The light of the display device can even be scattered in the case of colored glass ceramic plates, e.g. by sufficiently large micro-crystallites in milky colored glass ceramic plates, which is disclosed in US 2005/0224491.

Often colored glass ceramic plates have nubs or bumps on their underside, which can lead to distortion of the display device. For that reason a smooth underside is produced in the display area according to the above-mentioned reference, as is also the case in DE 041 04 983 C1, to which a colorless silicone layer is applied.

According to the best known solution for providing a cook top comprising a transparent colorless glass ceramic plate with a window for a display device, which only weakly scatters light of the display device and prevents viewing the cooking range interior under the cook top, the underside coating of the glass ceramic comprises a noble metal preparation in the display area under the window.

Since the noble metal coating contains no pigments, it scatters very little visible light (wavelengths 400 to 750 nm). The scattering of the visible light amounts to 1 to 3% near this sort of window, so that the illuminating means under the window is comparatively clear. Curves a and b of FIG. 5 show, for example, the amount and behavior of the scattering for two different commercially obtainable glass ceramic plates providing cooking surfaces. FIG. 6a shows a segmented display in the window of a commercial glass ceramic plate providing a cooking surface. At the same time the ability to observe the interior of the cooking unit has been sufficiently greatly limited by the primarily black-brown noble metal coating, which has a transmission for visible light of about 0 to 45% (curve a, FIG. 7).

The noble metal coating has a very small electrical conductivity. Its surface resistance is around 1 MΩ/□. Because of that not only illuminating means but also touch sensors, which operate on a capacitive principle, can be arranged under the noble metal coating and operated. Touch sensors, which operate according to a capacitive principle, are currently used in current cooking ranges. It is common to arrange the sensors in the vicinity of the window as well as the illuminating means and to form the display area in this way.

The mechanical strength of the noble metal coating is sufficient for transport, assembly, and operation of the cook top.

The transmission curve a in FIG. 7 shows that known noble metal coatings are nearly impermeable for violet light (only about 0.6% transmission at 400 nm), while they transmit red light well (about 20 to 45% transmission at 700-750 nm).

Since the known noble metal coatings nearly completely block light of wavelengths 400 to 450 nm, they have the disadvantage that they are unsuitable for violet or dark blue illuminating devices. Because the known noble metal coatings have greatly varying transmittances for visible light, which has wavelengths from 400 to 750 nm, they are hardly suitable for multi-color displays, i.e. displays that use many different color shapes for display of information. When the known noble metal coatings are used to form the window for a multi-color display, the display may appear imbalanced in regarding to the intensities of the individual colors because of the wavelength dependent varying transmission of these noble metal coatings. However multi-color displays or also elegant dark blue displays will be more frequently used in glass ceramic plates providing cooking surfaces in the future because of the increasing diversity of electronic functions.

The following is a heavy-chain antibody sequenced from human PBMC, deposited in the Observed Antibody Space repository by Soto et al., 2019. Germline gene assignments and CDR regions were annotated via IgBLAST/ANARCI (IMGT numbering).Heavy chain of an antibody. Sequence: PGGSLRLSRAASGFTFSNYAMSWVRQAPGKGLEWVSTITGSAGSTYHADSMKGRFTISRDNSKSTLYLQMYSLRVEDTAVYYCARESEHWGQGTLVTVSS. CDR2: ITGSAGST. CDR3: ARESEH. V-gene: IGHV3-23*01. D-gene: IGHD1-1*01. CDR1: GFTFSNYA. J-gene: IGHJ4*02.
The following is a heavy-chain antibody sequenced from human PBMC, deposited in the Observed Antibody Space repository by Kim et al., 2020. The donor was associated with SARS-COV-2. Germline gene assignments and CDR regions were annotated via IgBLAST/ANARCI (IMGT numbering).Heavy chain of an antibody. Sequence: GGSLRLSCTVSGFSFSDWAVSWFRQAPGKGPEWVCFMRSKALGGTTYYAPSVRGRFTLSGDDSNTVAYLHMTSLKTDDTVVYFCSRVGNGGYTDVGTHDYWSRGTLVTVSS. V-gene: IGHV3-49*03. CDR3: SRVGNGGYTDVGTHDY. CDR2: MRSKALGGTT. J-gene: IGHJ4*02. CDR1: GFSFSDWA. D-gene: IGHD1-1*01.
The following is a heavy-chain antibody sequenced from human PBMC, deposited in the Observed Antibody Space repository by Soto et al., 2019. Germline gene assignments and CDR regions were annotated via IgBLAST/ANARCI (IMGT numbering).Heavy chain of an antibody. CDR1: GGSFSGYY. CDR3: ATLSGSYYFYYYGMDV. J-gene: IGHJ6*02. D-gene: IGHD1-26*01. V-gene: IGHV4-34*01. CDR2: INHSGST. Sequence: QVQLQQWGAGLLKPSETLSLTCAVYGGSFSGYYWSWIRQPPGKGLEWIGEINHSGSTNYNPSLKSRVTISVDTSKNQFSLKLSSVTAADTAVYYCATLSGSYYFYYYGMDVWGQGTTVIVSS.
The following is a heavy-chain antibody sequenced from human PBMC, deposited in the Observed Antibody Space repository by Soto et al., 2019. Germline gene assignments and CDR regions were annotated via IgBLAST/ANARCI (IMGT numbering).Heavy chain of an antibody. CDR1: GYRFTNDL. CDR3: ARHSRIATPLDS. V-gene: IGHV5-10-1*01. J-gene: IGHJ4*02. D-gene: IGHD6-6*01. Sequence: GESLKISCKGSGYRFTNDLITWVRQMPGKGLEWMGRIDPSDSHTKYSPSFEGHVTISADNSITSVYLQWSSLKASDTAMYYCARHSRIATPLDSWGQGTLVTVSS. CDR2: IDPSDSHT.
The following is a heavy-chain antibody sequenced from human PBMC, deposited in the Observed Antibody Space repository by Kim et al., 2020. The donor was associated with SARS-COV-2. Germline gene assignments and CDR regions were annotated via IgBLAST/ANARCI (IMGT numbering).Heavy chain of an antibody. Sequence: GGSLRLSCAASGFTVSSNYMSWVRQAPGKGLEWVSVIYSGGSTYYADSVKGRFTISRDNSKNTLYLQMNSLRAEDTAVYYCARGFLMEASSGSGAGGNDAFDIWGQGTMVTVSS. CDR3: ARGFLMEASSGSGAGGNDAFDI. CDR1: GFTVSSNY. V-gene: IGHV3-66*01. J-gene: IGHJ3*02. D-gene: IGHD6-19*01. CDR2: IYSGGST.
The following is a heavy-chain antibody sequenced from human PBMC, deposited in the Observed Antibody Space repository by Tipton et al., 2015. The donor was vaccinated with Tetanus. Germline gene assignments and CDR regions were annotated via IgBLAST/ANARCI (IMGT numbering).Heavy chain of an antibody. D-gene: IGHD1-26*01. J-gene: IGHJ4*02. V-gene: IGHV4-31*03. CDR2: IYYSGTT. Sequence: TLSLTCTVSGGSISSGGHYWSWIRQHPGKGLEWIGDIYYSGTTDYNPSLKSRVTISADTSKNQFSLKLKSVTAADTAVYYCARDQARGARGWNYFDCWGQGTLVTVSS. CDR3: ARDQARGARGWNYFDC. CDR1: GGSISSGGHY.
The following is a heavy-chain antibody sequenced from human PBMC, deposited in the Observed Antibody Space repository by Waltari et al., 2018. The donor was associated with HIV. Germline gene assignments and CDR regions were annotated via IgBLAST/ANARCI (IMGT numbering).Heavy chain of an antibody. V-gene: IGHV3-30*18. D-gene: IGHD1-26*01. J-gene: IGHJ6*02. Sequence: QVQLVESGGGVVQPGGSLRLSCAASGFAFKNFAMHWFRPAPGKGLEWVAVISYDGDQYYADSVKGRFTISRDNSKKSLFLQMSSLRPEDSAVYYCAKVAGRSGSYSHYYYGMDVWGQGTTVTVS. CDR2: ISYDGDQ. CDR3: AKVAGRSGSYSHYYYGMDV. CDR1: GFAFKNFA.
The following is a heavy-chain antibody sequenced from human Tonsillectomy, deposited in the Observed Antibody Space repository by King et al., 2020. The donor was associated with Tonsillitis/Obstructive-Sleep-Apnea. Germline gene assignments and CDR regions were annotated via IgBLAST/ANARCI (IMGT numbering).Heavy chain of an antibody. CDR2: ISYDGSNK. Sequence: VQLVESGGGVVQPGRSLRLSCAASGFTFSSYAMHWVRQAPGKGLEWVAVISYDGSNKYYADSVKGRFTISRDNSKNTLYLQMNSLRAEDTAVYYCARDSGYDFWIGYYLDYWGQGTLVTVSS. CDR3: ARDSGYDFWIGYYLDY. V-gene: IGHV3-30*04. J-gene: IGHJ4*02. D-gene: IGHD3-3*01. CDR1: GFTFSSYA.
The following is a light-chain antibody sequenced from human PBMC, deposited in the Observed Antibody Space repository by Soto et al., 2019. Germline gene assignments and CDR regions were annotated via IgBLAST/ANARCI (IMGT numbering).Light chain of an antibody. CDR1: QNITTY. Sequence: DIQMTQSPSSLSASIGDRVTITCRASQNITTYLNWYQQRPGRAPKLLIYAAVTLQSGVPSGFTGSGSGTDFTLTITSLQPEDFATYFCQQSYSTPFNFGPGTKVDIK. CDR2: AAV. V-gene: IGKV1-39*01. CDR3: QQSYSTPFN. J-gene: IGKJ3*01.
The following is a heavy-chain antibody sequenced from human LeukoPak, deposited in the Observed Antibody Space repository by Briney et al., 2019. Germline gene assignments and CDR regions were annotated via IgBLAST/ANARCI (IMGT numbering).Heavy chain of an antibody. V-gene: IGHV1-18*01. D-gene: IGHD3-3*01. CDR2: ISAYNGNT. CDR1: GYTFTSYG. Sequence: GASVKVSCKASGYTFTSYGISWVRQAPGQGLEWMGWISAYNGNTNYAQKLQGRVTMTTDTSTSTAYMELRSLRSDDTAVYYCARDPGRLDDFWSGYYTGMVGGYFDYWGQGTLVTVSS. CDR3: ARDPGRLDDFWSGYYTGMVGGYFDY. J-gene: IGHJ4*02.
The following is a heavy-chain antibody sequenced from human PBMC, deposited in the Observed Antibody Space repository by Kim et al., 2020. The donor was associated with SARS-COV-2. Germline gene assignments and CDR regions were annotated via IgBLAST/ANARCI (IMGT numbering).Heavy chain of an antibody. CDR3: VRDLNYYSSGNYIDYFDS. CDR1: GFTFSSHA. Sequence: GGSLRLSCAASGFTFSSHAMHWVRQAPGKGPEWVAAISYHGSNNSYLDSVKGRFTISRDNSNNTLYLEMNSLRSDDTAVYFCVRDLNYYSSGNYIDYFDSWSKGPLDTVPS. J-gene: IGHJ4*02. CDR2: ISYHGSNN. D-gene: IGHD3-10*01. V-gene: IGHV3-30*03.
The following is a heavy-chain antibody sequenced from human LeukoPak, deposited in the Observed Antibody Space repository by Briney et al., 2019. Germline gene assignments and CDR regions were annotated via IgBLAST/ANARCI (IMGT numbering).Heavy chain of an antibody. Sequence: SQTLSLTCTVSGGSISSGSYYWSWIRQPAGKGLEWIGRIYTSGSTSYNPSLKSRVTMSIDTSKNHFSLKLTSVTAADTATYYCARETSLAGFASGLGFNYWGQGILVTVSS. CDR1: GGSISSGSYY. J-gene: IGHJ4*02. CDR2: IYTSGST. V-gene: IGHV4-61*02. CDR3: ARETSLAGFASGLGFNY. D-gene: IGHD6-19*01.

Because of the reduced transmission of the currently used noble metal coatings in the concerned wavelength range of 400 to 450 nm information displayed in violet or dark blue cannot be observed or only observed with reduced light intensity, while information displayed in red (700 to 750 nm) is observed to be extremely intense and correspondingly bright. The difference in the intensities of the designated colors, especially the intense red, for which the human eye is most sensitive, could produce an unpleasant impression during operation of the cook top.

The color shades could either be produced by light sources, which emit their respective wavelengths or elegantly by additive color mixing of the primary spectral colors red, green, and blue. The term “color shades” means the entire color palette from violet (400 nm) through blue (450 nm), green (550 nm), yellow (600 nm), orange (650 nm) until at red (700 nm) and dark red (750 nm) according to Hollemann-Wilberg, Lehrbuch der Anorganishcen Chemie (Textbook of Inorganic Chemistry), 91-100. Edition, Walter de Gruyter, Editor, Berlin, 1985, p. 103). The currently used noble metal coatings impair the display of colored information in both processes.

An additional disadvantage of the window of the commercial glass ceramic plates providing a cooking surface is that the display has very small dark areas or spots (FIG. 6a, FIG. 10). Because of that the illuminated segments of the e.g. seven part display appear to be spotted. It is very desirable that an illuminating means arranged under the glass ceramic plate uniformly illuminated the window area, especially in the case of expensive high quality cooking surfaces.

In summary the known solution for coating a window area or display area provided on a colored, transparent, smooth-surfaced (especially both sides) glass ceramic plate does not provide satisfactory uniform light transmission in the visible range and does not provide acceptable clarity of displayed information produced by a display device below the window area.

SUMMARY OF THE INVENTION

it is an object of the present invention to provide a window or display area on a colorless, transparent glass ceramic plate that provides a cooking surface of a cooking device

    • which has a transmission for visible light in a wavelength range of 400 to 750 nm that is as large and as uniform as possible,
    • through which illuminating devices under the glass ceramic plate can be clearly seen,
    • by which at most 3% of the light of the illuminating devices is scattered so that displays and other signaling devices in the assembled cook top may be clearly and distinctly observed (not blurry),